S.F. Judge Remands Oakland and San Francisco Climate-Deception Cases

Vacates Prior Dismissal of Four Defendants on Personal Jurisdiction Grounds

Oct. 24, 2022 – After five years of procedural wrangling at all three levels of the federal court system, Judge William Alsup of the U.S. District Court for the Northern District of California today remanded to state court two “climate-deception” cases, which were filed in 2017 by the City of Oakland and City and County of San Francisco. Judge Alsup also vacated his 2019 order dismissing four of the five oil-and-gas-company defendants on personal jurisdiction grounds, to enable the parties to litigate in state court on a “clean slate.”

Altshuler Berzon LLP, along with co-counsel from Sher Edling and the Oakland and San Francisco City Attorneys’ offices, are counsel for the public entity plaintiffs, suing on behalf of the People of the State of California.

The underlying lawsuits pleaded a single cause of action for public nuisance against five of the country’s largest energy companies, alleging that the defendants had undertaken a half-century long campaign to promote disinformation and discredit scientific evidence about the impacts of fossil fuel combustion on global warming. In 2019, Judge Alsup denied the People’s motions to remand the cases to state court, dismissed the four non-California-based defendants on personal jurisdiction grounds, and dismissed the People’s remaining claims for failure to state a claim under “federal common law.” The Ninth Circuit reversed and the Supreme Court denied certiorari. On remand, and in light of appellate decisions by the Ninth Circuit and other circuits in several related cases, Judge Alsup agreed with the People that these cases belong in state court, where they were initially filed, and that in the absence of federal subject matter jurisdiction, it is best for the state courts, not the federal court, to decide the personal jurisdiction issues in the first instance.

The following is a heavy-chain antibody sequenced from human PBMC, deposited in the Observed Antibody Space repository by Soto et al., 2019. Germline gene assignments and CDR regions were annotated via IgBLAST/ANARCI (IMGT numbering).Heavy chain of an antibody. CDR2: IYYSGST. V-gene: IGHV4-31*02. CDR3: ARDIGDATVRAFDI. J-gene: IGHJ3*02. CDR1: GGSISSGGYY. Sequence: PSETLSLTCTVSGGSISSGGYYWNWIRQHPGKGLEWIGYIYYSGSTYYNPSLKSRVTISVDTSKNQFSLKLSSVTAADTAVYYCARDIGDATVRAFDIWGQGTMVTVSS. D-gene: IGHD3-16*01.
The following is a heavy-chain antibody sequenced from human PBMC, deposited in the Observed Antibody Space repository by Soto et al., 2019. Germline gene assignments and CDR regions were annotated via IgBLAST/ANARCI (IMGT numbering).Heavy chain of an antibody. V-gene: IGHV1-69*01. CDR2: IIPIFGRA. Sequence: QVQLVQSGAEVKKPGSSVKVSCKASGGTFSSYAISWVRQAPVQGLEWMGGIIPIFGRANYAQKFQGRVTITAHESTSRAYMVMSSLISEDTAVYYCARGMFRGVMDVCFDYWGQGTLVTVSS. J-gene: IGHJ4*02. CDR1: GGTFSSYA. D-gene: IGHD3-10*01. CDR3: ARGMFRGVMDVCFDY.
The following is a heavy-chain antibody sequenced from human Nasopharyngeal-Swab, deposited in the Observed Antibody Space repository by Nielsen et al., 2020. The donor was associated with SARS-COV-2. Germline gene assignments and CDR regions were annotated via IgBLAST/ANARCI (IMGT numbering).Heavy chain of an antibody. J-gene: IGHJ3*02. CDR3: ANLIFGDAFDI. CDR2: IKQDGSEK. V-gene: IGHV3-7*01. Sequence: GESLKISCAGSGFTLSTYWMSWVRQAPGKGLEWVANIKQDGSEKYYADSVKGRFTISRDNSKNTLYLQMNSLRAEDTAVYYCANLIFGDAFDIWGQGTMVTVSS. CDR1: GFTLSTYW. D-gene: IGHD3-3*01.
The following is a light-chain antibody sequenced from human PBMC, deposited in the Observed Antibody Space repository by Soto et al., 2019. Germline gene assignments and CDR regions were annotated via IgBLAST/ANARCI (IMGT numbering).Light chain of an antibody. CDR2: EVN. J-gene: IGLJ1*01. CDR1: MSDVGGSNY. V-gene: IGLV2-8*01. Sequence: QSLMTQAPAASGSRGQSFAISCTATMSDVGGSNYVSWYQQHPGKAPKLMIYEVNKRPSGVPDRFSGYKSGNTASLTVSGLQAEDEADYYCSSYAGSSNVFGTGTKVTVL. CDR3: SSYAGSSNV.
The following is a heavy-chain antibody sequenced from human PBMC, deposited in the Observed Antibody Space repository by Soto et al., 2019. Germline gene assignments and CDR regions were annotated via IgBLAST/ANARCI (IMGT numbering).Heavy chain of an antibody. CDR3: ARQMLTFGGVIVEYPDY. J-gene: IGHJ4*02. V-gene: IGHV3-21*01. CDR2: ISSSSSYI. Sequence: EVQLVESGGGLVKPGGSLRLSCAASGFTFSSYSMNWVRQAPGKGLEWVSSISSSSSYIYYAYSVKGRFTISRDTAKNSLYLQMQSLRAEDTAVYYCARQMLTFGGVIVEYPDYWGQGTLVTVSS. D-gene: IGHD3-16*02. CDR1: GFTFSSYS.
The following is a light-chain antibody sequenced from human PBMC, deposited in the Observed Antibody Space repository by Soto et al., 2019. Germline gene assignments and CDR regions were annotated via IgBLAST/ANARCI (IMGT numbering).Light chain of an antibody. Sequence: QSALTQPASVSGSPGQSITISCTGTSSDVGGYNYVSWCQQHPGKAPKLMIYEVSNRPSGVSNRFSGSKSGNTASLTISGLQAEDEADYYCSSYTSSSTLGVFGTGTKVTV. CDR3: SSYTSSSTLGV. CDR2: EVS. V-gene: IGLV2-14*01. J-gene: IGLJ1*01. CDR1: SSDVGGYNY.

The remand order has been stayed pending the defendants’ threatened further appeal to the Ninth Circuit and those same defendants’ recently filed certiorari petitions in other related climate-deception cases that the federal appellate courts also remanded.